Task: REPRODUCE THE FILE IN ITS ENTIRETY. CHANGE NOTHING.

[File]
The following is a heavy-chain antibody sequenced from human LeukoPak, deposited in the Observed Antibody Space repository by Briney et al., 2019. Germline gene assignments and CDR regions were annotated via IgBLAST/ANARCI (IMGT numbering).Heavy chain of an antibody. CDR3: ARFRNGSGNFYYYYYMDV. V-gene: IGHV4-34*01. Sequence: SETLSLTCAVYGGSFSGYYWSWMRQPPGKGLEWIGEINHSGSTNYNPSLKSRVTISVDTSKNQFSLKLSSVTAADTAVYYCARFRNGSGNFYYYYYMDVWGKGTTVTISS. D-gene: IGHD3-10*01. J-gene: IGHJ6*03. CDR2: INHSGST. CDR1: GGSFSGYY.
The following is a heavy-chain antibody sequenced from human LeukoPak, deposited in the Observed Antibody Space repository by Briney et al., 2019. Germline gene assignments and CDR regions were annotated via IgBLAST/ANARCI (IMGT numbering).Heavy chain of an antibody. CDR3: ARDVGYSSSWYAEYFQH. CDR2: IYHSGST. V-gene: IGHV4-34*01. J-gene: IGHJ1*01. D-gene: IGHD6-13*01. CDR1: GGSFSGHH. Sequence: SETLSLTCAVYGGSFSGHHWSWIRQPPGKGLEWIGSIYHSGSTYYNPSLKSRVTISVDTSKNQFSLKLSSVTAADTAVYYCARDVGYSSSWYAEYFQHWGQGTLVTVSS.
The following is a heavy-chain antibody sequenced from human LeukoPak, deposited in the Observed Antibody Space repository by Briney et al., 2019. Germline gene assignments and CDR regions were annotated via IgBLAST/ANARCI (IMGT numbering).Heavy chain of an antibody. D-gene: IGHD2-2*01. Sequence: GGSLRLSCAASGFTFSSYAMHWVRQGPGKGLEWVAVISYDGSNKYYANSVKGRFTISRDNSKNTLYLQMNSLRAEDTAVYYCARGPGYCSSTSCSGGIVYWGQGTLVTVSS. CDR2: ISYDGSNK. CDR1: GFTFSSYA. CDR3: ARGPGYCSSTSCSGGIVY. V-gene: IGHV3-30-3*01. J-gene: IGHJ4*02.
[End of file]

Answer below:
The following is a heavy-chain antibody sequenced from human LeukoPak, deposited in the Observed Antibody Space repository by Briney et al., 2019. Germline gene assignments and CDR regions were annotated via IgBLAST/ANARCI (IMGT numbering).Heavy chain of an antibody. CDR3: ARFRNGSGNFYYYYYMDV. V-gene: IGHV4-34*01. Sequence: SETLSLTCAVYGGSFSGYYWSWMRQPPGKGLEWIGEINHSGSTNYNPSLKSRVTISVDTSKNQFSLKLSSVTAADTAVYYCARFRNGSGNFYYYYYMDVWGKGTTVTISS. D-gene: IGHD3-10*01. J-gene: IGHJ6*03. CDR2: INHSGST. CDR1: GGSFSGYY.
The following is a heavy-chain antibody sequenced from human LeukoPak, deposited in the Observed Antibody Space repository by Briney et al., 2019. Germline gene assignments and CDR regions were annotated via IgBLAST/ANARCI (IMGT numbering).Heavy chain of an antibody. CDR3: ARDVGYSSSWYAEYFQH. CDR2: IYHSGST. V-gene: IGHV4-34*01. J-gene: IGHJ1*01. D-gene: IGHD6-13*01. CDR1: GGSFSGHH. Sequence: SETLSLTCAVYGGSFSGHHWSWIRQPPGKGLEWIGSIYHSGSTYYNPSLKSRVTISVDTSKNQFSLKLSSVTAADTAVYYCARDVGYSSSWYAEYFQHWGQGTLVTVSS.
The following is a heavy-chain antibody sequenced from human LeukoPak, deposited in the Observed Antibody Space repository by Briney et al., 2019. Germline gene assignments and CDR regions were annotated via IgBLAST/ANARCI (IMGT numbering).Heavy chain of an antibody. D-gene: IGHD2-2*01. Sequence: GGSLRLSCAASGFTFSSYAMHWVRQGPGKGLEWVAVISYDGSNKYYANSVKGRFTISRDNSKNTLYLQMNSLRAEDTAVYYCARGPGYCSSTSCSGGIVYWGQGTLVTVSS. CDR2: ISYDGSNK. CDR1: GFTFSSYA. CDR3: ARGPGYCSSTSCSGGIVY. V-gene: IGHV3-30-3*01. J-gene: IGHJ4*02.